2.2 Rail traffic controller meet planning and communication
There is no requirement for train crews or the rail traffic controller (RTC) to advise train crews of an over-siding-length train. However, train crews may, when possible, contact opposing trains to indicate that they are over siding length. In this occurrence, this communication did not take place, as the radio channel was in extensive use.
If there are no other train restrictions, such as dimensional shipments, key trains, blocked crossings, or operational restrictions, Canadian Pacific Railway (CP) RTCs will generally route the first train that arrives at the meet location into the siding.
The switch at the west end of the Beavermouth siding could not be used to route an eastbound train into the siding. Train 113 was over siding length by approximately 2000 feet. The crew of train 602 was not aware that train 113 was over siding length. CP specifically discourages RTCs from sharing this information, as CP believes that it may lead a train crew to misconstrue information displayed by the signal system. CP expects train crews to follow signal indications in the CTC, in order to ensure safe operations in all circumstances.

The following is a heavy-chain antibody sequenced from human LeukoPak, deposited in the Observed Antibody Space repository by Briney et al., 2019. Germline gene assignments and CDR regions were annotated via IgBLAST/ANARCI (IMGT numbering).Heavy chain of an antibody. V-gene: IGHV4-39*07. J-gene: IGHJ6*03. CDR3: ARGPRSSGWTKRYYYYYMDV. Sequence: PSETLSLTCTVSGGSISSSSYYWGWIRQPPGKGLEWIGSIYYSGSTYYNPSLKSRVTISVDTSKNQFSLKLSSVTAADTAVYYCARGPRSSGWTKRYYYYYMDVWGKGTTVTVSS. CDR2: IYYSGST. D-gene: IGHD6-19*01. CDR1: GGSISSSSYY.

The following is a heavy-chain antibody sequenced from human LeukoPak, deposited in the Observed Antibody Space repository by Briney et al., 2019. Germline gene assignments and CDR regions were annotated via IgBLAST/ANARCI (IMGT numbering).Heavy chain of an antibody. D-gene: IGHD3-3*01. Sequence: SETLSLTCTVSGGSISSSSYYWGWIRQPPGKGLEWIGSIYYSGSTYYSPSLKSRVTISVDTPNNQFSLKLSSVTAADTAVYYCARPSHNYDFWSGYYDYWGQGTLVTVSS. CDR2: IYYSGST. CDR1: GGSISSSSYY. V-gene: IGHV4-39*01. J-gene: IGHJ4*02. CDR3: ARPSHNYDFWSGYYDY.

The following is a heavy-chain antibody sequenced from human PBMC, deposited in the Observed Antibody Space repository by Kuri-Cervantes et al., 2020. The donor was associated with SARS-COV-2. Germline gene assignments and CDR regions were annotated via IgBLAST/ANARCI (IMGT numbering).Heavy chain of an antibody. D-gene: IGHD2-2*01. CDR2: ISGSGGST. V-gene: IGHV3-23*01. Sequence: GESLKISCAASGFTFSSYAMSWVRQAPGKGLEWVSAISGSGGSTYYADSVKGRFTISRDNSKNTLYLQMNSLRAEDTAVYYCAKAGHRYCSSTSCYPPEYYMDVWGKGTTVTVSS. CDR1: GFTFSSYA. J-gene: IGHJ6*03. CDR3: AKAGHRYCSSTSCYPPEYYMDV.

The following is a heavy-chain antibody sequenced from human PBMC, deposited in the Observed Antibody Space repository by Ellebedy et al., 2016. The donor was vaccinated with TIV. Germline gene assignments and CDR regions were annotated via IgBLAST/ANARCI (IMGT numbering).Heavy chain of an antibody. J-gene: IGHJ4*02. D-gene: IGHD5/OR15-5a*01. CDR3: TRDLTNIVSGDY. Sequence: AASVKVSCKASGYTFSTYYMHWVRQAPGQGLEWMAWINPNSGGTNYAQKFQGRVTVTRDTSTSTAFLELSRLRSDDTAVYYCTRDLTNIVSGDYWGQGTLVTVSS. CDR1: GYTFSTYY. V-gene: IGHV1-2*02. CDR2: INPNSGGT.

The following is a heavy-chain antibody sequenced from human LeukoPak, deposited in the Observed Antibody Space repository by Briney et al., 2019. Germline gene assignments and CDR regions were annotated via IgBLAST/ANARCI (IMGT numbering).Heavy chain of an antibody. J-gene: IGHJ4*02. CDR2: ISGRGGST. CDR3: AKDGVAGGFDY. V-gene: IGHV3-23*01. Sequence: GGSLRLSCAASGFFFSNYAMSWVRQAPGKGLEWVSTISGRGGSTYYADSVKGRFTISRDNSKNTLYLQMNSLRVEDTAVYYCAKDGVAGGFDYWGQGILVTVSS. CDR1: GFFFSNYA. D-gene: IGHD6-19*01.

Accurate mental models depend on access to concise and accurate information. Crews make use of the information that is available and invariably make assumptions to fill in the gaps. Given the relatively low frequency of meets with over-siding-length trains, crews are unlikely to expect that the train they are meeting will extend beyond the siding switch. As CP RTCs were discouraged from advising train crews of upcoming meets with over-siding-length trains, valuable information that would have helped the train crew adjust their mental model relating to the train meet was not available. If a train crew is not advised of an upcoming meet with an over-siding-length train, an inaccurate mental model about the meet can result, increasing the risk of a collision.